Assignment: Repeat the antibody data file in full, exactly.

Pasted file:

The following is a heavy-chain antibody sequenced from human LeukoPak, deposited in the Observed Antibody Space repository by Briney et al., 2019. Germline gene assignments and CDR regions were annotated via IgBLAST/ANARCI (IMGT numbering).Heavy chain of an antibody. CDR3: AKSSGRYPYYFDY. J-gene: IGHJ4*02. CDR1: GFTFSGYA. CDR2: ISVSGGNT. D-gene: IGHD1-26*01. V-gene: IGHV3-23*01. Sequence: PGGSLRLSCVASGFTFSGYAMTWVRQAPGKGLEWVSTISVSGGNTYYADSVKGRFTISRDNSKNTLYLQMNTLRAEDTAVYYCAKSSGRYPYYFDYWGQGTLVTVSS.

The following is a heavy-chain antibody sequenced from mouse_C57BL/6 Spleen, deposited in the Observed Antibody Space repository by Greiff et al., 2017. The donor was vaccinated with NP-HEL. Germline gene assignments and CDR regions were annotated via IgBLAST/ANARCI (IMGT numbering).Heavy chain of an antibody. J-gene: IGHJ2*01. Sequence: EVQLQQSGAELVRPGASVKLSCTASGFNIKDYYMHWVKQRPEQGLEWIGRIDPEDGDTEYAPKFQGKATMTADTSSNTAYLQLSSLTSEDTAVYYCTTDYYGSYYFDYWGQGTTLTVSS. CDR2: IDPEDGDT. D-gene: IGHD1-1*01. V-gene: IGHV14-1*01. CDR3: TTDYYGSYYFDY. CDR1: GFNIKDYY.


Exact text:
The following is a heavy-chain antibody sequenced from human LeukoPak, deposited in the Observed Antibody Space repository by Briney et al., 2019. Germline gene assignments and CDR regions were annotated via IgBLAST/ANARCI (IMGT numbering).Heavy chain of an antibody. CDR3: AKSSGRYPYYFDY. J-gene: IGHJ4*02. CDR1: GFTFSGYA. CDR2: ISVSGGNT. D-gene: IGHD1-26*01. V-gene: IGHV3-23*01. Sequence: PGGSLRLSCVASGFTFSGYAMTWVRQAPGKGLEWVSTISVSGGNTYYADSVKGRFTISRDNSKNTLYLQMNTLRAEDTAVYYCAKSSGRYPYYFDYWGQGTLVTVSS.

The following is a heavy-chain antibody sequenced from mouse_C57BL/6 Spleen, deposited in the Observed Antibody Space repository by Greiff et al., 2017. The donor was vaccinated with NP-HEL. Germline gene assignments and CDR regions were annotated via IgBLAST/ANARCI (IMGT numbering).Heavy chain of an antibody. J-gene: IGHJ2*01. Sequence: EVQLQQSGAELVRPGASVKLSCTASGFNIKDYYMHWVKQRPEQGLEWIGRIDPEDGDTEYAPKFQGKATMTADTSSNTAYLQLSSLTSEDTAVYYCTTDYYGSYYFDYWGQGTTLTVSS. CDR2: IDPEDGDT. D-gene: IGHD1-1*01. V-gene: IGHV14-1*01. CDR3: TTDYYGSYYFDY. CDR1: GFNIKDYY.